Independent Retailers Beat The Boxes On Service, Even In The Shoe Industry
Hiring good people who give good service creates a great business.
November 5, 2012
We have discussed ad nauseam the battle between box stores and independent garden centers. For the small operator — growers or retailers — the box store is like Goliath. For the garden decorator, the box is all she needs. The true gardener visits both, but only buys plants at the box if she spies an amazing value.
The successful independent retailer doesn’t even see the boxes anymore. For them, the box stores are simply part of the landscape and independents adapt. Those who have adapted are doing just fine, thank you.
Box Stores In Other Industries
Is it just the gardening industry that does such battles? Heck, no! The local hardware, the small bookstore, independent theaters and Grandma’s fabric shop all face the same problems, and while there are surely fewer of them, such retailers are still represented in our communities.
I recently had firsthand involvement with a different David and Goliath experience. My wife needed a pair of running shoes for her newfound fitness excursion. Off we went to Academy Sports — the Lowes’ of sporting goods stores — where every kind of shoe, from every brand name, was stacked box upon box in each shoe section. We thought, “How difficult is it to get a pair of shoes?” Unless you are a bona fide track athlete or marathon runner, if the shoe fits, buy it.
We finally found the foot-measuring doodad, and off we went to scour the shoe selection. Of course, it wasn’t quite that simple. Susan wanted ASICS, a brand she had worn before. After inspection of seemingly hundreds of boxes, we could not find one pair of ASICS in her size. We checked one notable brand after the other but none was particularly comfortable. Finally, we just hauled down boxes of the right size, brand be damned, and ended up with something reasonably appropriate.
To say there weren’t any salespeople would not quite be true. To say there were not any knowledgeable salespeople would. However, like all lazy people, we put up with the chaos because the store was there and the price was likely cheaper.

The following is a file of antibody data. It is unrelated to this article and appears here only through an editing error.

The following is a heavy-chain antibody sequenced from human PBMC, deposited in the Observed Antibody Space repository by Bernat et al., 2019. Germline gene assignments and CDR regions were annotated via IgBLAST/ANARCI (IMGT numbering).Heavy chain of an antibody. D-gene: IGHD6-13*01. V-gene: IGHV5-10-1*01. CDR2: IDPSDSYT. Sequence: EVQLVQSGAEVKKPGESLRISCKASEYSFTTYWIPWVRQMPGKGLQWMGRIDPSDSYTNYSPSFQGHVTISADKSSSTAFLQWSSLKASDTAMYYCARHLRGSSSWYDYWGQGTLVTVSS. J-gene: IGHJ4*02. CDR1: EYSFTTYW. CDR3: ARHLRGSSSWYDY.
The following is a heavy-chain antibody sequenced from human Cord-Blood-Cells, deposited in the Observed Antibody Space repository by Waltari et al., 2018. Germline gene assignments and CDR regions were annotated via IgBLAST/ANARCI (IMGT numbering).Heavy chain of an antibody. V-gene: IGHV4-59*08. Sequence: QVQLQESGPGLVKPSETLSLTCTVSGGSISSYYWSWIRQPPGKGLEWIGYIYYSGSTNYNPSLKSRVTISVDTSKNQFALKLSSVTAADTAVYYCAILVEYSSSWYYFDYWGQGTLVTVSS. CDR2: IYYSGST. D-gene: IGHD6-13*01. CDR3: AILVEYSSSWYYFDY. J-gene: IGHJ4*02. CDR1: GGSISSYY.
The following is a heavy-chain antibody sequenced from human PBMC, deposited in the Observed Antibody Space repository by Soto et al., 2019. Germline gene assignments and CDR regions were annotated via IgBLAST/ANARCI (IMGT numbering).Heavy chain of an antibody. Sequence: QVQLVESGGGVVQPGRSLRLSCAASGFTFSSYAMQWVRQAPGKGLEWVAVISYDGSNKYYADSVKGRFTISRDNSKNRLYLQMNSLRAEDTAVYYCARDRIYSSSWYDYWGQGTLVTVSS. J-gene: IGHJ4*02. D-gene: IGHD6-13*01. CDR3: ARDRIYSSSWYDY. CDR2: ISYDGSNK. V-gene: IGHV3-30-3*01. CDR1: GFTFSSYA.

Superior Service At Small Stores
Athens, Ga., is a college town with lots of runners, so there still are people who want the best for their feet. On the way home, we remembered a small running store near our favorite restaurant, and since I wanted to do everything possible to keep my good wife’s feet in running order, we said, “What the heck, it can’t be any worse.”
Neither of us had ever visited the Athens Running Store. It was tiny compared to the box, but as soon as we talked to an employee, it became obvious these people knew what they were doing.
As with many small retail shops, the owner was there and took care of Susan, chatting with her and measuring her feet properly. That seemed reasonable, but then he asked her to step on a machine that measured her instep, arches and weight distribution. He said it was simply a tool to complement his measurements, and he was fairly confident in a proper shoe choice.
The service just kept getting better. He put her on a treadmill hooked up to a monitor and determined the tendency of her feet to turn in or out as she walked. This definitely was not Academy Sports. He found a shoe that felt good and will likely keep her feet happy.
Lessons For Small Operators
Not only did Susan get a shoe that fit properly, but it was less expensive than the one she had purchased at the box store. Who would have thought?
Perhaps all husbands know what came next. “Allan, why don’t you get a pair, too?” My shoes (purchased at the box store) were fine. They were relatively new, but I was so impressed with the service, I could hardly wait for my turn. It felt like a thorough dental checkup but without the pain. We both walked out with new shoes on our feet, and I realized this experience is not much different from our industry.
The parallels were obvious: good people make a difference. What did the Athens Running Company gain from our visit? It sold two pairs of shoes. It has two pleased customers extolling their name all over town, as well as a rave review in a national column. Score: David 3, Goliath 0.
Allan Armitage is a professor in the Department of Horticulture at the University of Georgia, Athens, Ga. You can eMail him at allan@greenhouse grower.com.